March 19, 2015
Small Print: March 19, 2015
Gaming withdrawals, fitness robots, competitive cruises, and more ...
“I feel greater joy at the prospect of being a geiko … than for anything else.”
—Mikako Kodama, a student at a women’s college in Kyoto, on plans to become a traditional Gion entertainer
YOUR TAX DOLLARS AT WORK
- Authorities at the TMG are debating whether the shouts of high school students during sports activities should be subject to municipal noise-reduction protocols.
- Officials also say they want to offer river cruises every bit as appealing as “those of the Seine in Paris and the Thames in London” in time for the 2020 Olympics.
- Transportation workers have come up with a novel way of overcoming the tendency of drivers on the Metropolitan Expressway to slow down on uphill slopes: They’ve installed LEDs that give motorists the illusion they’re “being passed by a wave of green light.”
- Sentence of the Week: “A board of education’s encouragement of children to observe ‘no-electronic-game days’ has drawn criticism from those arguing that such games are not to blame for society’s ills.” (via Mainichi Japan)
- Authorities from JR East traveled to Taiwan for a ceremony marking a tie-up between Tokyo Station and Hsinchu Station, which is about 70 kilometers outside of Taipei.
- Meanwhile, Tokyo University of the Arts entered into a joint-degree partnership with prominent art schools in London, Paris, and Chicago.
- Prime Minister Shinzo Abe and his Vietnamese counterpart, Nguyen Tan Dung, spoke on the phone and agreed to enhance bilateral ties.
- And Thongsing Thammavong, the prime minister of Laos, stopped by Tokyo to say he endorses Abe’s stance of “proactive pacifism.”
- Researchers in Okinawa say they’ve discovered a fossilized tooth that belonged to a mysterious five-meter-long beast known as a megamouth shark. The sea creature prowled local waters about 2.5 million years ago.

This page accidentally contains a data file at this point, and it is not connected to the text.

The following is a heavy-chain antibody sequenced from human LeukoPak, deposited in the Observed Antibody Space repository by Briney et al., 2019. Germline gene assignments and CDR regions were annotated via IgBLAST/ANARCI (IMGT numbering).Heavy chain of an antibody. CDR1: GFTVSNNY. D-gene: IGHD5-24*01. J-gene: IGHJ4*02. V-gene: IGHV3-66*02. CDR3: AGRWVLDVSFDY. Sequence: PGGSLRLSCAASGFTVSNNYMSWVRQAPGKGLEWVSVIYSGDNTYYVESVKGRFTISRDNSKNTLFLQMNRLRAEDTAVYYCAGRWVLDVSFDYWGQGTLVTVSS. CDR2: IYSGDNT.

- A company based in Kitakyūshū has developed a robot that “measures the fitness levels of elderly people based on how they move their feet.”
- It was reported that municipal authorities around the nation are dealing with a rising number of unattended graves. They blame the situation on Japan’s aging population and declining birthrate.
- Authorities in Palau have agreed to open up a cave so Japanese research teams can recover the remains of some of the 2,500 troops killed on the island in World War II.
YOU DON’T SAY
- The good news: A food importer in Osaka voluntarily recalled 70,000 packages of strawberry ice cream.
- The bad news: Executives failed to mention that the recall was prompted by the discovery of mold in the products.
- Toho Studios marked its 83rd anniversary with an exhibit in Setagaya featuring memorabilia from the Godzilla films and Seven Samurai.
- Staff at a literary museum in Hokkaido say they’ve come upon letters that describe the “brutal death” of celebrated novelist Takiji Kobayashi (1903-1933) following his arrest and torture by the Tokkō police.
IT’S ABOUT TIME
- Authorities at the land ministry are considering a plan to use Twitter to help warn people of impending mudslides.
- An advocacy group in the Philippines is urging the Japanese government to apologize for atrocities committed by Imperial Army troops during the Battle of Manila in 1945.
- Japanese expats living in Thailand took part in an earthquake evacuation drill conducted by personnel from the Self-Defense Forces.
- Bottom Story of the Week: “Kids Playing Outside Learn From Nature, Each Other” (via The Japan News)
Compiled from reports by AP, Japan Today, The Japan Times, Jiji, The Tokyo Reporter, The Mainichi, The Japan News, AFP, Reuters and Kyodo